The REMA Model part 5: Mastery games

The REMA series continues. Recall, the hope is that by understanding the different modes and how they relate, we can improve the fractured conversation around games, and thus better understand and improve our games. Today, Mastery games. The oldest, most challenging, and most competitive games. And the games that have built the most dedicated fan bases ever seen.

Mastery mode is the third and often final stage of the gamer’s learning process. In Mastery mode players ask themselves “How can I do better?” Mastery players are trying to play the best, and they will play over and over again to do so. They are the optimizers, the min-maxers, the competitors, the soon-to-be-experts at their game. Mastery mode is what we historically played games for, and it is the REMA phase most unique to games from other mediums.

Mastery games maximize the Mastery mode of play. They try and get players quickly to the third stage and keep them there with deep, unsolvable systems. They are about expressing skill. These are games about competition, player vs. player, and playing to win. They are the “Try again” games. These games are more then just interesting choices. They are about interesting predictions as well, about beating the average. While difficult to make and sustain, they have the most dedicated players. The Mastery designer’s primary role is to provide systems that can’t easily be solved, and where success and failure can be measured relative to some external standard.

Chess. Poker. Soccer. Mine-sweeper. Street Fighter 2. Magic: The Gathering. Counter-Strike. Starcraft. Games that have carved swathes across human culture for generations. Nearly all board and card games are Mastery games. While competitive play is common, Mastery games can be single player too, such as Solitaire. The key is Mastery games present success as a repeated quest for victory. Mastery player’s repeated attempts at perfect play fits the world of sports and races. In fact, they are so similar that I often just think of sports as Mastery games. It is no accident that eSports have arisen out of Mastery games, and only Mastery games.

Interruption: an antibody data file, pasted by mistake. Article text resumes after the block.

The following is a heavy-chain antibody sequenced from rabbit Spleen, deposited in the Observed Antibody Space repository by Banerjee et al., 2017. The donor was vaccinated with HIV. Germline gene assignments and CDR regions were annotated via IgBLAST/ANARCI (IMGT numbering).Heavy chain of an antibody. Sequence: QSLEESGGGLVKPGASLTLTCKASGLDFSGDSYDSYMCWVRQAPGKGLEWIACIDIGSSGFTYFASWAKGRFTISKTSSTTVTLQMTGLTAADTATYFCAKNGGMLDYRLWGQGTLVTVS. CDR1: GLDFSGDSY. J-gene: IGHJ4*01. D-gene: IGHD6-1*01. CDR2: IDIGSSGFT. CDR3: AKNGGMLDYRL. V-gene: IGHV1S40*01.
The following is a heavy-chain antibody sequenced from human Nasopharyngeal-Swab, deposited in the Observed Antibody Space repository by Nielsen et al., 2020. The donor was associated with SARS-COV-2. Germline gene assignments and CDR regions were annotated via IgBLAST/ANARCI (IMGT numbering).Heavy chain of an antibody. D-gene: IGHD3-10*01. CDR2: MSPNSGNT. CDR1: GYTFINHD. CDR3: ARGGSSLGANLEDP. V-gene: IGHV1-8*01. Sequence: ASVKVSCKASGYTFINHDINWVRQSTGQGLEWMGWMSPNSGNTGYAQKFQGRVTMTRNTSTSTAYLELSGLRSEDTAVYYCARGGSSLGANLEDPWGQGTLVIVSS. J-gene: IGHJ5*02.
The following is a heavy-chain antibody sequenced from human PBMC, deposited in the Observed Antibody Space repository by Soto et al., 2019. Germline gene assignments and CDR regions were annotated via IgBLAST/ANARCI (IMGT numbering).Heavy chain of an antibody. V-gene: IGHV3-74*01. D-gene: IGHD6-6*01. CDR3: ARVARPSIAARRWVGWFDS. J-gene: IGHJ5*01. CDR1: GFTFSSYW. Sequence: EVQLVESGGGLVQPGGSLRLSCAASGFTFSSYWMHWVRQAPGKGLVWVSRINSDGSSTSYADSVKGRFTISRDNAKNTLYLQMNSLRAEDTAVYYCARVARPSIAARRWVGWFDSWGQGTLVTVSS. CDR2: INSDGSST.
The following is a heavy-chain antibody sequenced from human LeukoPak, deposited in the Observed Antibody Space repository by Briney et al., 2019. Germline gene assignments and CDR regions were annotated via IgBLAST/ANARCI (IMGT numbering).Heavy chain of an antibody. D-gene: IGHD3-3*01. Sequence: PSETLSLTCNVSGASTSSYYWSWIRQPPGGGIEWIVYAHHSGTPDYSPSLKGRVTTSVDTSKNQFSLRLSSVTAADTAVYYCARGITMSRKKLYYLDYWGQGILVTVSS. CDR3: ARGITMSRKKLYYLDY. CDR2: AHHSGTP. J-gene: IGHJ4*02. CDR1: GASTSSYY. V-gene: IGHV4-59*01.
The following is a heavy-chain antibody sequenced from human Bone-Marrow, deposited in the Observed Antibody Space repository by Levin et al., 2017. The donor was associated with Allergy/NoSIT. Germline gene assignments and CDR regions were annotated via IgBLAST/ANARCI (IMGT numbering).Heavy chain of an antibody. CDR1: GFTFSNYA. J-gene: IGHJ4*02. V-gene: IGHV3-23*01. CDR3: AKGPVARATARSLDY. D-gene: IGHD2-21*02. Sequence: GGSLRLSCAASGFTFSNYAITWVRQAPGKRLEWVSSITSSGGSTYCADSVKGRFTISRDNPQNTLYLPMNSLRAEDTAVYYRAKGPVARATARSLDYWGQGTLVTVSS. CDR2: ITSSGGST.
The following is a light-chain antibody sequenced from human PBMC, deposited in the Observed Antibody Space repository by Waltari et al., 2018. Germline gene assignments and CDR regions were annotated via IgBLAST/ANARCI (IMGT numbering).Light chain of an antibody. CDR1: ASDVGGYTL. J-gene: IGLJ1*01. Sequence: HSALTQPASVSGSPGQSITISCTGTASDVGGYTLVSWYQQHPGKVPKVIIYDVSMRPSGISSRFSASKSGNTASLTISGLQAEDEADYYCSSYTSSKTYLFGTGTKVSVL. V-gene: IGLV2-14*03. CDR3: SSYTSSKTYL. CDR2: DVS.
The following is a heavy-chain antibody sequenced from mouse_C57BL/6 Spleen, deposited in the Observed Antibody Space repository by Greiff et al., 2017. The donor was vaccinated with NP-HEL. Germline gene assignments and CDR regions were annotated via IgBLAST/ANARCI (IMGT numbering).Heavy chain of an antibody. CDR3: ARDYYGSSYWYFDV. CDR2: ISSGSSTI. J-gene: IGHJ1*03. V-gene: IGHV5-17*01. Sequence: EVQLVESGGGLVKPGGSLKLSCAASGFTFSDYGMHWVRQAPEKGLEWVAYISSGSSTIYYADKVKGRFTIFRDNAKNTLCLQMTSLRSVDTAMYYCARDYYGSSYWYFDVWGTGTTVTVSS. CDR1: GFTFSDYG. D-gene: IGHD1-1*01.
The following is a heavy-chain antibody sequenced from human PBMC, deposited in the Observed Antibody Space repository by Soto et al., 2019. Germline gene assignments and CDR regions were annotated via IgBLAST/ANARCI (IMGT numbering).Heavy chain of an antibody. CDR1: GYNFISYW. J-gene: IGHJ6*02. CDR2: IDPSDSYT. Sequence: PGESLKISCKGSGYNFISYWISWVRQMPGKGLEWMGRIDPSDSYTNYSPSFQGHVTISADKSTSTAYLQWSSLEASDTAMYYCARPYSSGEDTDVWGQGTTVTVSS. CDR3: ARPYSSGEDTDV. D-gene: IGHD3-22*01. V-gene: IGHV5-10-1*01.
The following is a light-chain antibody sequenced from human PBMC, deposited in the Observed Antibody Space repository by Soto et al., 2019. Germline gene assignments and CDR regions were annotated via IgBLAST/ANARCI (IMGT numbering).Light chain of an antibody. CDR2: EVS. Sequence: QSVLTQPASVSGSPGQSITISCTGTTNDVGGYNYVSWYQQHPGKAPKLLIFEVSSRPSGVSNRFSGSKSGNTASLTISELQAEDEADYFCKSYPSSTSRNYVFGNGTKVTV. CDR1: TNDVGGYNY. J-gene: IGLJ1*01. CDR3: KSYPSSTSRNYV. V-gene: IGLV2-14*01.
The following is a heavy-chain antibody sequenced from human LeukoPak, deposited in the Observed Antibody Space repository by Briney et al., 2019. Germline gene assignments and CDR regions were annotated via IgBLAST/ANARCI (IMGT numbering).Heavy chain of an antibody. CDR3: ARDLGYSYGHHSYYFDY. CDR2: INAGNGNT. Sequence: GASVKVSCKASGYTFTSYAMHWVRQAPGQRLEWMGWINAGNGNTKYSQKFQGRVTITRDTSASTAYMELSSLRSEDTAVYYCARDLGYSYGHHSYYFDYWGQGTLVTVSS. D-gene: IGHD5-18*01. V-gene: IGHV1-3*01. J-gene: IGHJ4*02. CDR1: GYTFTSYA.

A reminder here. The players choose how they are going to play your game. While X-Com might be an Experiment game, the 10th time through a player is very likely to be a Mastery player. The designer only has the power to guide players through the modes. And, because of the traits of each mode, designs can usually target only 1 mode at any given point of play time*. So when we talk about Mastery games, we are talking about games that were designed to be mastered by the majority of its players.

Mastery games are hard-core, by definition. You aren’t just playing any more, you’re striving. You’re practicing. You’re competing. You’re earning victory. Our verbs change from Experiment verbs (like “play” and “imagine”) to sports verbs. We all engage in Mastery play at some point in our lives, but it’s not often we commit to it seriously. But when we do, that game becomes special. And when other people start to push the boundaries of perfection, we love to stop and watch.

Mastery play has evolved Mastery games over centuries to share common traits:

  1. Deep. Can’t be easy to master. The best mastery games are not just deep, but unsolvable.
  2. Highly Replayable. The best path to mastery is to practice over and over and over.
  3. Very Short. Short games make it easier to learn from your mistakes, analyze, and try again.
  4. Balanced. The game can’t have optimum choices that preclude all other choices, or it won’t be worth mastering.
  5. Low Number of Choices. Plus, lots of choices can make the game harder to learn and perfect. Thus, “elegance” is highly prized, designing the minimum number of choices necessary to make the game meaningful.
  6. Punishing Consequences. The results of player’s choices must be significant to distinguish experts from non-experts. Mistakes are often punished.
  7. Little Randomness. Randomness used carelessly can hide skill, so it is only used in strict, analyzable chunks.
  8. Skill Driven. Expertise is about demonstrating skill, so Mastery games are full of difficult skill choices.
  9. Difficult to Execute Skills. Additionally, skill can be demonstrated in execution, so choices often require difficult to execute skills (such as physical dexterity).